What Ken Burns Loves About Baseball

For Ken Burns, the documentary filmmaker and historian, baseball is not just the American pastime; it’s also one of the best ways to understand the American past. So central is baseball to American history, Burns says, that he calls his Emmy Award–winning television series Baseball a sequel to his much-lauded 1990 series The Civil War.

His newest film, Jackie Robinson, is set to air on PBS stations April 11–12. Though Baseball does delve into the history of the legendary icon, who broke the sport's color barrier, this four-hour film, co-directed with Sarah Burns and David McMahon, tells the story of the man — not just what he accomplished through baseball and in baseball, but how he got there and what he did after.

We talked to Burns — a Red Sox fan — about what he loves about baseball and what it can tell us about history.

Baseball is all about stories.
Burns, a consummate storyteller, loves that baseball is all about storytelling — that whenever we talk about it, we’re also sharing our memories. In other sports, Burns says, a story always starts with, " 'I went to see the Patriots, and Tom Brady threw for three touchdowns.' But in baseball, the story always begins with, ‘My mom took me,’ or ‘My dad took me,’ or ‘I took my son,’ and then you describe what you saw.”

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Baseball tells us who we are and who we’ve been as a society.
“Baseball has accompanied nearly every decade of our national narrative,” says Burns. The game came to New York in the mid 1850s, just before the Civil War, and the American story has played out on the diamond ever since. The history of baseball has also been a history of the long struggle for civil rights in the United States. By the end of the 19th century, white owners in both the major and minor leagues barred African Americans from the sport. It would be nearly fifty years before Dodgers GM Branch Rickey signed Jackie Robinson in 1946 — whose life after retirement a decade later tells us in turn about the Civil Rights Movement and the political and social activism of the 1960s. “This simple children’s stick-and-ball game,” Burns says, “is a prism through which you can see much more.”

The defense always has the ball.
“The defense has the ball. Always,” Burns says. “The offense never has the ball except for the millisecond that the ball hits the bat. That’s the only time. In every other sport, the ball has to go into the basket, but it’s the human being who scores in baseball. In fact, the ball can be somewhere else.”

Baseball links generations, in big and small ways.
A long backdrop to history is also one in our lives. “There’s no institution in American life that offers that much continuity,” says Burns, the father of four daughters. “A .300 hitter means the same thing to them as it does to me, as it does to my father, as it does to my great-great grandfather, who fought in the Civil War.”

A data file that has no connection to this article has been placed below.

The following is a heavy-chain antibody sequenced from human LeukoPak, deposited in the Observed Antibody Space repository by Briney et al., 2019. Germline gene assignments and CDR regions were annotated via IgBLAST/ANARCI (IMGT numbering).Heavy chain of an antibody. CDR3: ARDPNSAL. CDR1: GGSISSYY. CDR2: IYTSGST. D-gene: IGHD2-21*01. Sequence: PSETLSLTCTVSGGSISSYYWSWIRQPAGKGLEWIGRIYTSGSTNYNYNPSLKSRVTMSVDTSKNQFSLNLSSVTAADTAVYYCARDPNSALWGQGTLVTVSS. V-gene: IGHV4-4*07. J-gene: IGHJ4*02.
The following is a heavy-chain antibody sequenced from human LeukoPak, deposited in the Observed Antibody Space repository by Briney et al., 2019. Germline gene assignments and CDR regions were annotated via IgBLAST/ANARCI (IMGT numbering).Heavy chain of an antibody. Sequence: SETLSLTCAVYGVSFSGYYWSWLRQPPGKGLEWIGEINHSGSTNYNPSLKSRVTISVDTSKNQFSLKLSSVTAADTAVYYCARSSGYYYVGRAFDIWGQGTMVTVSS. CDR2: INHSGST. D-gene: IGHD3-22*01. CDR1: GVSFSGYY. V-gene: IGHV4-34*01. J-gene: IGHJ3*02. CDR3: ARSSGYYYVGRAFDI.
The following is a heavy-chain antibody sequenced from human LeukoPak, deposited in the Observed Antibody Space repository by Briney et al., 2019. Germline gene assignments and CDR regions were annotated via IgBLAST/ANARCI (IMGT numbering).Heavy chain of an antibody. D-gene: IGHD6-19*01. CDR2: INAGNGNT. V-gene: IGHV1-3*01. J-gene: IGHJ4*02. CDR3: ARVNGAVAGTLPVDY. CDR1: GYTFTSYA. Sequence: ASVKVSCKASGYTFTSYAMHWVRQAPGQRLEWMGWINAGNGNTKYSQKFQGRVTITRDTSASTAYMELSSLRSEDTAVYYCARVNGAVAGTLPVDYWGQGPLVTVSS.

Baseball history is a testament to the power of social and cultural change.
The story of Jackie Robinson’s path-breaking challenge to racial segregation isn’t just a story about capital-P politics, Burns says. “If you understand the cross-section of baseball and the larger American life in the context of baseball, you can see, just for that moment, what it reveals about human beings. If you’re a Brooklyn Dodgers fan in 1947, you’ve got three options. You could change teams or sports — but you know Jackie’s the handwriting on the wall. Or, option three, you could change.” By the end of his first year with the Dodgers, Jackie Robinson was at the top of national opinion polls — ahead of Frank Sinatra, Dwight Eisenhower (“who’s just won World War II,” Burns marvels), and Eleanor Roosevelt. “It’s a great instructive story of the power of the sport,” he says.

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Statistics matter, but they’re only the beginning.

For over a century, baseball-record keeping has been so meticulous that you can figure out how a game was played with only the stats to go by. But, says Burns, a fuller understanding “requires telling stories.” Show someone the stats for the 1919 World Series, and they can tell you who won, but they can’t tell what really happened without a story, too.

Time speeds up — and it slows down.
Baseball has no clock. “It’s this leisurely game that demands blinding speed, with infinite chess-like combinations.” (Note, however, that the legendary ‘84 Brewers/Sox matchup, which came in at eight hours and six minutes, is pretty measly compared to Burns’ 1994 series: Baseball clocks in at a whopping 18 hours and 30 minutes).

Baseball’s our future, too.
In 2010, PBS aired Baseball: The Tenth Inning, a four-hour series that was an instant replay of the fifteen years since the original Baseball had ended — at the 1994 World Series Strike. These years, too, tell stories, like the long history of American immigration and assimilation we can reconstruct from the game. “It’s the history of who baseball stars are,” he says. And every season, the story goes on.

Sometimes Hell freezes over.
When people ask Burns if Baseball: The Eleventh Inning is in the offing, he tells them, “Yeah, when the Cubs win the World Series. They’re having a bad century.”

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